by Scott Bixby, PCI #1684
NY State University Police, University at Buffalo
In May of 2016, IPMBA published a position paper entitled Use of Flat Pedals by Public Safety Cyclists (http://ipmba.org/blog/comments/use-of-flat-pedals-by-public-safety-cyclists-board-position-statement-2016). Former IPMBA board member Mike Harris researched and wrote the paper, and, as far as I’m concerned (and this is my opinion only), it relegated plastic toe clips and straps to permanent obsolescence in the world of public safety cycling!
While reading the paper, you will notice that Mike quoted James Wilson several times and cited some of his work in the references. Since then, James has designed the Catalyst pedal, he and his wife, Kiele, have formed Pedaling Innovations, and they have brought the Catalyst to the market.
I’ve been riding bike patrol since 2005 as part of my duties with the NY State University Police at the University at Buffalo. The Catalyst pedals represent the single best upgrade I’ve made to my patrol bike in that time, and I’d like to tell you why.
Full disclosure: Before I delve further into this review, I need to tell you that I have been working for Pedaling Innovations in a part-time capacity since May of 2018. The business has been steadily growing, so James and Kiele brought me on to help with customer service issues.
With that out in the open, let me also add that I paid full retail price for my first three pairs of Catalyst pedals. That includes the pair that are currently installed on my agency-issued patrol bike.
To be completely honest, I’ve been riding on flat pedals at work since 2013, when I switched to flats on my personal mountain bikes. I had learned of James and his company, MTB Strength Training Systems (https://www.bikejames.com/), through a friend. His “no BS” style and mountain bike-specific training philosophy really resonated with me, so I bought a couple of his training programs. In all his programs, he advocated for flat pedals while riding. After reading his “flat pedal manifesto” (http://www.bikejames.com/strength/the-flat-pedal-revolution-manifesto-how-to-improve-your-riding-with-flat-pedals/), I made the decision to switch to flat pedals.
I had been riding clipless pedals on my personal bike since 1999, based on advice from my brother. I abandoned toe clips and straps on my duty bike in 2008, mainly because I hated plastic toe clips. As I got more involved with teaching, the disadvantages of clipless pedals in public safety cycling became more and more apparent. They made my back and hips hurt when I had to walk a lot. The dismounts that I practiced and taught were more difficult when trying to incorporate an “unclip”. And running after dismounting could also be tricky, depending on the surface.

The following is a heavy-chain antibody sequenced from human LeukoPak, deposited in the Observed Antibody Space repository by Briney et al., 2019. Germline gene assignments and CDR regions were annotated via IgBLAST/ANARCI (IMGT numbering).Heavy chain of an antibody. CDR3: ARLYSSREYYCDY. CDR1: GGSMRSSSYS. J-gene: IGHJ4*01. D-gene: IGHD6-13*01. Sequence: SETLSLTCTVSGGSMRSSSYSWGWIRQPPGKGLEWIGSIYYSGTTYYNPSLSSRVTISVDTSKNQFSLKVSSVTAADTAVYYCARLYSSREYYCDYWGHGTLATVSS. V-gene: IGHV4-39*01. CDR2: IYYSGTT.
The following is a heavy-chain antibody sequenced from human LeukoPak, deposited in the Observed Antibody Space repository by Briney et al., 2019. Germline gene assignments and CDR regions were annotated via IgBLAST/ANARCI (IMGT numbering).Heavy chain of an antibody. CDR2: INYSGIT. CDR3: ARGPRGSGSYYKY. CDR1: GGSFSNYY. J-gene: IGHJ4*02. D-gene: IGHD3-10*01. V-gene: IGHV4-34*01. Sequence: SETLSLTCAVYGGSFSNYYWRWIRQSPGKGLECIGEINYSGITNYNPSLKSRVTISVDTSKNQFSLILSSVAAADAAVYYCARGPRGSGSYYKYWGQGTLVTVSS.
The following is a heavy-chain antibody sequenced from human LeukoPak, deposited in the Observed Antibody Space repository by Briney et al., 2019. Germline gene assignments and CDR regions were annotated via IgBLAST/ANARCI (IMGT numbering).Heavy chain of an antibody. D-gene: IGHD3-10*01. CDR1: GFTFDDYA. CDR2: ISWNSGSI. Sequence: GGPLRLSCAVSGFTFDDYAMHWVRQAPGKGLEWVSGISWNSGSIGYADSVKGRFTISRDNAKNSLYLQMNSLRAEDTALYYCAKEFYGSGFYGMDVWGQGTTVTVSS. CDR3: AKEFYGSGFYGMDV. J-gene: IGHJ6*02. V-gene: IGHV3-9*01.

After all those years riding clipless, you can imagine what those first few rides on flat pedals in 2013 were like. It wasn’t pretty! It was literally like learning how to ride a bike all over again. James acknowledges in his material that the transition is going to be difficult, but he encourages riders to stick with the flat pedals for ten rides. I stuck it out and in the process learned that I had no idea how to lift the rear wheel, or bunny hop, without my feet clipped to the pedals. It took three years to really get comfortable with them.
While this is a pedal review and not an article about skills progression, it is worth mentioning that the boost in confidence from riding flats changed the way I ride and enabled my skills to progress in ways I never would have imagined.
The Catalyst pedals are nothing if not a conversation starter. Quite often when I’m out riding, especially off-duty on my personal mountain bike, another rider will spot the pedals and say, “those are the biggest pedals I’ve ever seen”, or a variation on that theme.
Typically, I’ll respond by asking them if they’ve ever done any squats or dead lifts in the gym. If they respond affirmatively, I ask if they squat or dead lift while standing only on the balls of their feet, with their heels off the ground. Of course, you don’t perform those movements on the balls of your feet; you’d only be able to produce limited power that way!